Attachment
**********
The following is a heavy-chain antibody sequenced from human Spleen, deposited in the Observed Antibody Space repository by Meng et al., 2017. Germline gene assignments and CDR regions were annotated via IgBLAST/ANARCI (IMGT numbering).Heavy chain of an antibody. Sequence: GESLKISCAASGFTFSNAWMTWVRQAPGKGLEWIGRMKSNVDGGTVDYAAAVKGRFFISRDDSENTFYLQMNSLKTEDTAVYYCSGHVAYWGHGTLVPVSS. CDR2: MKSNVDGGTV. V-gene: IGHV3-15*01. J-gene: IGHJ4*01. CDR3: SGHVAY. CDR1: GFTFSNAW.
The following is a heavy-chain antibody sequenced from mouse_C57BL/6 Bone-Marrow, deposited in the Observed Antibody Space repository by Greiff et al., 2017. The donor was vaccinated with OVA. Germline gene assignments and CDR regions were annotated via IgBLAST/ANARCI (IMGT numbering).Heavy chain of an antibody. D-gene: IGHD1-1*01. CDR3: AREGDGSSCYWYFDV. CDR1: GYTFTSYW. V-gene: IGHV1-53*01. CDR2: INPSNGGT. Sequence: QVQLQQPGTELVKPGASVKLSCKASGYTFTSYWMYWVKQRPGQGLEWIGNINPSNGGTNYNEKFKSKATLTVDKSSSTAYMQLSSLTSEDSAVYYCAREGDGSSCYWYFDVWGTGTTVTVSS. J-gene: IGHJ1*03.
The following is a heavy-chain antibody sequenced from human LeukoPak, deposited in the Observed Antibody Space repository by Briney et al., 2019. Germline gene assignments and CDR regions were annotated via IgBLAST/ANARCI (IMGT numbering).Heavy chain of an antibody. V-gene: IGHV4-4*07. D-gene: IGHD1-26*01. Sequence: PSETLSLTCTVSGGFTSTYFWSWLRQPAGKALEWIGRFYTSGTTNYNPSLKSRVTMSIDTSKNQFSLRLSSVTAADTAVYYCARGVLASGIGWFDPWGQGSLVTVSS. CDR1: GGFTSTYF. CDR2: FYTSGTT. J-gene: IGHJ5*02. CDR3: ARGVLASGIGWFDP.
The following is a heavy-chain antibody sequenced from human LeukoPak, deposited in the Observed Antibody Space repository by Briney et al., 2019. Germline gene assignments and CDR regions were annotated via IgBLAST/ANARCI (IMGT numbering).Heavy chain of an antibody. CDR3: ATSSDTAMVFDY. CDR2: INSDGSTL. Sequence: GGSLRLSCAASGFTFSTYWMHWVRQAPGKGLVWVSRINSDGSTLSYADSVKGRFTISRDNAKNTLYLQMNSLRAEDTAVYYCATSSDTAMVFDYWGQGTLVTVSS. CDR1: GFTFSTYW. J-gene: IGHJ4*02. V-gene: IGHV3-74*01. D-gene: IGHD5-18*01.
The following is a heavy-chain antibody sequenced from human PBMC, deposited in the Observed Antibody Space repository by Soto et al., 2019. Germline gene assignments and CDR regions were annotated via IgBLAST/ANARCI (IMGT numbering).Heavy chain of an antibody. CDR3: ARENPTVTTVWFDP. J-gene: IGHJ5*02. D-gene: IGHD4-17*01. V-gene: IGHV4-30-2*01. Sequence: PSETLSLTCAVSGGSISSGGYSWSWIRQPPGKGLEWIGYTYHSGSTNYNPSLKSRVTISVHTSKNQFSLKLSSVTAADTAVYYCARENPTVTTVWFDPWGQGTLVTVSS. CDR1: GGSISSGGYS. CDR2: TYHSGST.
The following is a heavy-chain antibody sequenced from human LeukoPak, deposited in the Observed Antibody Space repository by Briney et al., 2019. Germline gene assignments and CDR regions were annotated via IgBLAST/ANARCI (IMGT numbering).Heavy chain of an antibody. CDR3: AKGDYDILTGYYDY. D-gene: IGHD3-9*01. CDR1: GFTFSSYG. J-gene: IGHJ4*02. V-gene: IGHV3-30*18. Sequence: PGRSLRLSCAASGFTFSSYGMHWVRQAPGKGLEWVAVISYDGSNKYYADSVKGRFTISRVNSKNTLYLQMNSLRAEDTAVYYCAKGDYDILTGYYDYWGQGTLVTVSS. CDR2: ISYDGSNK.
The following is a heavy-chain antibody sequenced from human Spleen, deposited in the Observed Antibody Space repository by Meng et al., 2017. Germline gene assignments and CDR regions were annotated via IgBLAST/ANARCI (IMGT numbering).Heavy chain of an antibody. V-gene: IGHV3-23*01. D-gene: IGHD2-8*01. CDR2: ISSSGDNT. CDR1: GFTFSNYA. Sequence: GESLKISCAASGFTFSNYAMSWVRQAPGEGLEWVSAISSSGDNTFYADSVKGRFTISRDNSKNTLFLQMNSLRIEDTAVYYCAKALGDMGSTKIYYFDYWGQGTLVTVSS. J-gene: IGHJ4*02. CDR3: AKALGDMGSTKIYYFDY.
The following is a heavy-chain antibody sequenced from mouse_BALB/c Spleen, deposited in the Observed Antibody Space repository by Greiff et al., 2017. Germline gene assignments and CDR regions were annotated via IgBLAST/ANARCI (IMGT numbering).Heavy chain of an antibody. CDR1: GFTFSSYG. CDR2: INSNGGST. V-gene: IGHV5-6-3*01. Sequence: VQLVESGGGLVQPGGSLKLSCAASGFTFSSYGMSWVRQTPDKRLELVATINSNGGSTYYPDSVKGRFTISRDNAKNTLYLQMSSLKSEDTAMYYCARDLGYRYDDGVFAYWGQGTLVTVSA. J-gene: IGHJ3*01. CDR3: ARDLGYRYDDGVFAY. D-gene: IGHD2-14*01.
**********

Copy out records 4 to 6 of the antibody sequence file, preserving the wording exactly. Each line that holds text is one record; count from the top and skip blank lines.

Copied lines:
The following is a heavy-chain antibody sequenced from human LeukoPak, deposited in the Observed Antibody Space repository by Briney et al., 2019. Germline gene assignments and CDR regions were annotated via IgBLAST/ANARCI (IMGT numbering).Heavy chain of an antibody. CDR3: ATSSDTAMVFDY. CDR2: INSDGSTL. Sequence: GGSLRLSCAASGFTFSTYWMHWVRQAPGKGLVWVSRINSDGSTLSYADSVKGRFTISRDNAKNTLYLQMNSLRAEDTAVYYCATSSDTAMVFDYWGQGTLVTVSS. CDR1: GFTFSTYW. J-gene: IGHJ4*02. V-gene: IGHV3-74*01. D-gene: IGHD5-18*01.
The following is a heavy-chain antibody sequenced from human PBMC, deposited in the Observed Antibody Space repository by Soto et al., 2019. Germline gene assignments and CDR regions were annotated via IgBLAST/ANARCI (IMGT numbering).Heavy chain of an antibody. CDR3: ARENPTVTTVWFDP. J-gene: IGHJ5*02. D-gene: IGHD4-17*01. V-gene: IGHV4-30-2*01. Sequence: PSETLSLTCAVSGGSISSGGYSWSWIRQPPGKGLEWIGYTYHSGSTNYNPSLKSRVTISVHTSKNQFSLKLSSVTAADTAVYYCARENPTVTTVWFDPWGQGTLVTVSS. CDR1: GGSISSGGYS. CDR2: TYHSGST.
The following is a heavy-chain antibody sequenced from human LeukoPak, deposited in the Observed Antibody Space repository by Briney et al., 2019. Germline gene assignments and CDR regions were annotated via IgBLAST/ANARCI (IMGT numbering).Heavy chain of an antibody. CDR3: AKGDYDILTGYYDY. D-gene: IGHD3-9*01. CDR1: GFTFSSYG. J-gene: IGHJ4*02. V-gene: IGHV3-30*18. Sequence: PGRSLRLSCAASGFTFSSYGMHWVRQAPGKGLEWVAVISYDGSNKYYADSVKGRFTISRVNSKNTLYLQMNSLRAEDTAVYYCAKGDYDILTGYYDYWGQGTLVTVSS. CDR2: ISYDGSNK.